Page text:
(Peter Tomasi / Rags Morales)

Nightwing faces off a clandestine organisation making zombies out of dead super-villains and heroes, tracking down their origins to a familiar member of the Al Ghul family. Tomasi keeps Nightwing closely tied to both the Bat-family and the DC Universe (with Supes last issue and the JSA in this one), re-evaluating his exact place in the super-scale. We get a glimpse of a life outside the mask, and his relationship with 'younger brother' Tim/Robin, while oddly name-dropping recent Morrison storylines over in Batman for no apparent reason (I doubt Morrison needs Nightwing readers to support his sales). All said, Nightwing seems to be on the right track here, even establishing his very own potential action figure accessories with the Night-wing/Winger, just like Daddy Bruce. Rags Morales elevates the story here, although I still feel he's squandering his potential on such a low-tier title, when he really hasn't advantage of the huge boost Identity Crisis gave him to launch himself to superstar status. He should be drawing the JLA title or Batman's solo title, not Nightwing. Allowing a disconnected troupe of random inkers to finish off his pencil work isn't going to help things either of course.



(Kelley Puckett / Rick Leonardi & Dan Green)

This is the first I'm checking in on the new Supergirl writer, Kelley Puckett. Supergirl is almost killed by a Kryptonite bullet and then whisked away 400 years into the future by her would-be killer who bursts to tears and gives her the grand tour of her destiny: a world where everyone is a super-human, and a world she must not let come to pass. We get a glimpse of some self-indulging landscaping and a poorly-designed league of Bat-Men, but apart from being vaguely ominous, this story didn't touch any chords with me. Averting a future-gone-bad? Is that really what Supergirl is going to be about? DC has repeatedly lost the point with this title as writer after writer overshoots their aim, with the rare exception of Joe Kelly who almost got it -- for all of 2-3 issues. Can't we please see Super-girl be a teen first, have an actual life and a supporting cast outside of her two daddies and have her realize her potential in the world instead of wasting her time with run-of-the-mill storylines like this? Wildstorm does a better job with their own Super-girl equivalent, Jenny Quantum (just think age, power levels and parentage), it's quite ironic. I'll CC the link to Project Rooftop's brilliant Super-girl costume contest in case someone from DC is reading this and gets the message: Supergirl is a teen and an icon. You only need to get these two things down right, how hard can it really be.


TEEN TITANS YEAR ONE #3 (Amy Wolfram / Karl Keshl & Serge Lapointe & Steph Peru)

Wonder Girl joins the support group for abused sidekicks just in time for the Teens to form a plan and take on their possessed mentors down one by one and expunge the evil creepies that have taken over them. A ton of nice moments in this issue as well, with Wolfram balancing humour and drama from one panel to the next and Keshl proving the ideal artistic choice (obviously boosted by both the inker and colourist) by giving us the damn cutest Titans. Can we get some action figures from these designs, please? Aqualad just screams to be made into a plush toy! Favourite notes include Wonder-Girl's emotional burst (and the boys' reactions), Kid Flash's pet turtle and the crashing final sequence which spotlights the Batman-Robin relationship against the other Titans and their mentors. Wolfram and Keshl have created an instant classic here, making this classic line-up into an utterly contemporary and relatable team. With any luck DC will realize what they have on their hands and give this pair their own ongoing project.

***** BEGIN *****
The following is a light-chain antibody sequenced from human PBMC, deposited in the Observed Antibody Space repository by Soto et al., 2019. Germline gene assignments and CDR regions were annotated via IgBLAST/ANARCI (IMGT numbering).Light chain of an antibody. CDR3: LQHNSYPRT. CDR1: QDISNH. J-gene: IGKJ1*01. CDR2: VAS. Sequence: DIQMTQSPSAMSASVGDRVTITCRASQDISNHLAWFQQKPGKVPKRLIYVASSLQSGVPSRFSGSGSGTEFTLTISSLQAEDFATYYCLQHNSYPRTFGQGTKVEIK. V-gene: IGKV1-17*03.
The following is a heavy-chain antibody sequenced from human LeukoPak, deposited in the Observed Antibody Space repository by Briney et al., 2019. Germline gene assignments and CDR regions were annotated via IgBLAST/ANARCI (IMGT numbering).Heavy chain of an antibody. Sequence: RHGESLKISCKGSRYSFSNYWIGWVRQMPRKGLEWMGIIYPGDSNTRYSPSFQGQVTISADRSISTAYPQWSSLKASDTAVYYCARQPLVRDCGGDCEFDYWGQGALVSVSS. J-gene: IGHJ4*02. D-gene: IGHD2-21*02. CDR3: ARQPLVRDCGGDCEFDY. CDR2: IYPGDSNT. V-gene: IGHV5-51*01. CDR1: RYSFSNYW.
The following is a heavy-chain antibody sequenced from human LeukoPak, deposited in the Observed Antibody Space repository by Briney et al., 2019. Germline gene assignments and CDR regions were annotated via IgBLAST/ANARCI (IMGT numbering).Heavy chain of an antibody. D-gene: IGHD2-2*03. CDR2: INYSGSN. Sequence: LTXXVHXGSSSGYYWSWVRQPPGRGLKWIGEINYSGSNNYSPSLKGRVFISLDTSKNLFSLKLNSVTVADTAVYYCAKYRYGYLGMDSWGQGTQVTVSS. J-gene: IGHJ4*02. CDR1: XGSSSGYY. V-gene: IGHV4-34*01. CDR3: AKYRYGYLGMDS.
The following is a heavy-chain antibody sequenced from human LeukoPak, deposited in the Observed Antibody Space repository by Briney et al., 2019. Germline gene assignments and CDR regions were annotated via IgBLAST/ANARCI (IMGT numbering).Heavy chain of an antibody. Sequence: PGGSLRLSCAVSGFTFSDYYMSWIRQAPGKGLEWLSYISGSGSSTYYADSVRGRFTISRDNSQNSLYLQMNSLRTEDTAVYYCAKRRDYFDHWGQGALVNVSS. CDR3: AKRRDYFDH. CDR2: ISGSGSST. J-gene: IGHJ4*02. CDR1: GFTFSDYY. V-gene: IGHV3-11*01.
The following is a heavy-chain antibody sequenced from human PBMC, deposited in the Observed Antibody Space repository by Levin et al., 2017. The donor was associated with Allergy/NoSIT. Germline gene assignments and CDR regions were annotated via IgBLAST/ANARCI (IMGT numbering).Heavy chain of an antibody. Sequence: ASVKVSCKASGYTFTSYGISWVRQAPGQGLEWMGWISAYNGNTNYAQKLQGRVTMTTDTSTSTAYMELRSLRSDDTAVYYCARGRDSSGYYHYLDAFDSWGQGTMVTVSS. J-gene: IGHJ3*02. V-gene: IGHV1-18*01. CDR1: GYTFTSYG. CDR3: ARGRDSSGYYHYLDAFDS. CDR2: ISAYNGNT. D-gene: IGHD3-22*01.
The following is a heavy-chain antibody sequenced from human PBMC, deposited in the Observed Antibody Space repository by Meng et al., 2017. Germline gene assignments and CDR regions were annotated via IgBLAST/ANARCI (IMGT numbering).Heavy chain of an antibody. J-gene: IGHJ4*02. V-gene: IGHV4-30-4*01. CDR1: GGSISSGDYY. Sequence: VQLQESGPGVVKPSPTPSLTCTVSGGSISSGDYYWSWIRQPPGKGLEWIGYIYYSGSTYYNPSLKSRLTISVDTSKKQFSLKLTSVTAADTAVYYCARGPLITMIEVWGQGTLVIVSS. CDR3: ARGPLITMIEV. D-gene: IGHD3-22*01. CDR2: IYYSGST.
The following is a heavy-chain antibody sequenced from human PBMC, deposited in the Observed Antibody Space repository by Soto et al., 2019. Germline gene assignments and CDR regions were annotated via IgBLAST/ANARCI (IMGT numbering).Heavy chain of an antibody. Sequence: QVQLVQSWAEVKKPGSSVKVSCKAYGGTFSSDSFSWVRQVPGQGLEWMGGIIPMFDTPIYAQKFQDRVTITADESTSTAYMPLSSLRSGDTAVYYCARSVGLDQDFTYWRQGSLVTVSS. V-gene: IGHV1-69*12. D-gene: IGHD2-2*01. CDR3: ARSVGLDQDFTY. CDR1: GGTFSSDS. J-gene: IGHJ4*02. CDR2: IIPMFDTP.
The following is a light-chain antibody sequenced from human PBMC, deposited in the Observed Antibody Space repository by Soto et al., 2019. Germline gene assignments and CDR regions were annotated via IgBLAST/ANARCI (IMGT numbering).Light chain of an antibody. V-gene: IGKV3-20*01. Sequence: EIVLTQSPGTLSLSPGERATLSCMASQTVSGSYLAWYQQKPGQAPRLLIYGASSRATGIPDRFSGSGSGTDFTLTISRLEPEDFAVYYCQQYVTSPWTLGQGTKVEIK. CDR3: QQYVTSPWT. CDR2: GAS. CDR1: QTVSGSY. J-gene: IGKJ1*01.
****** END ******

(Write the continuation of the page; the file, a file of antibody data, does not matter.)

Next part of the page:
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Monday, March 10, 2008

Marvel Capsule Advance Reviews Week 11 2008

Jumping a few weeks ahead, this week I'm taking an advance look (without serious spoilers) to the week ahead and Marvel titles shipping on Wednesday 12th March 2008.

This week: A raccoon will fly, Spider-Girl is rated Mint, Johnny scores a HOT date, Cap chases his shadow, Hulk gets the couch, an Avengers kills himself -twice-, Rictor suffers a crotch shot, Jennifer Kale loses her top, Logan joins Osama, the Sentry is beside himself, Nighthawk gets more than he bargained for, and Psylocke with Sabretooth get the love bite!


(Dan Abnett & Andy Lanning / Tom Raney)

I haven't checked in on this crossover since the very first issue of its prequel. The recap page and the exposition in the story bring the reader up to date effortlessly; just one issue before the great conclusion, the expository flashbacks hit critical mass as the High Evolutionary accesses Ultron's memory files (as the maniacal robot is too busy bonding with Adam Warlock to do his own evil master plan reveal) to discover the origins of his resurrection and alliance with the Phalanx. The story touches on the recent Mighty Avengers boo(b)-tastic appearance, actually tying the dire moment in the villain's history with his current incarnation and using it as footing for his new motivations. There's something to be said about lemons and lemonade here. This is Marvel's unsung treasure, and only judging by the separate threads joining together and the overall plot and scope it's easy to make the comparison to DC's Sinestro Corps War. Definitely checking back for the rest of the story and looking forward to the conclusion following the stunning cliffhanger.



(Tom DeFalco / Ron Frenz & Sal Buscema)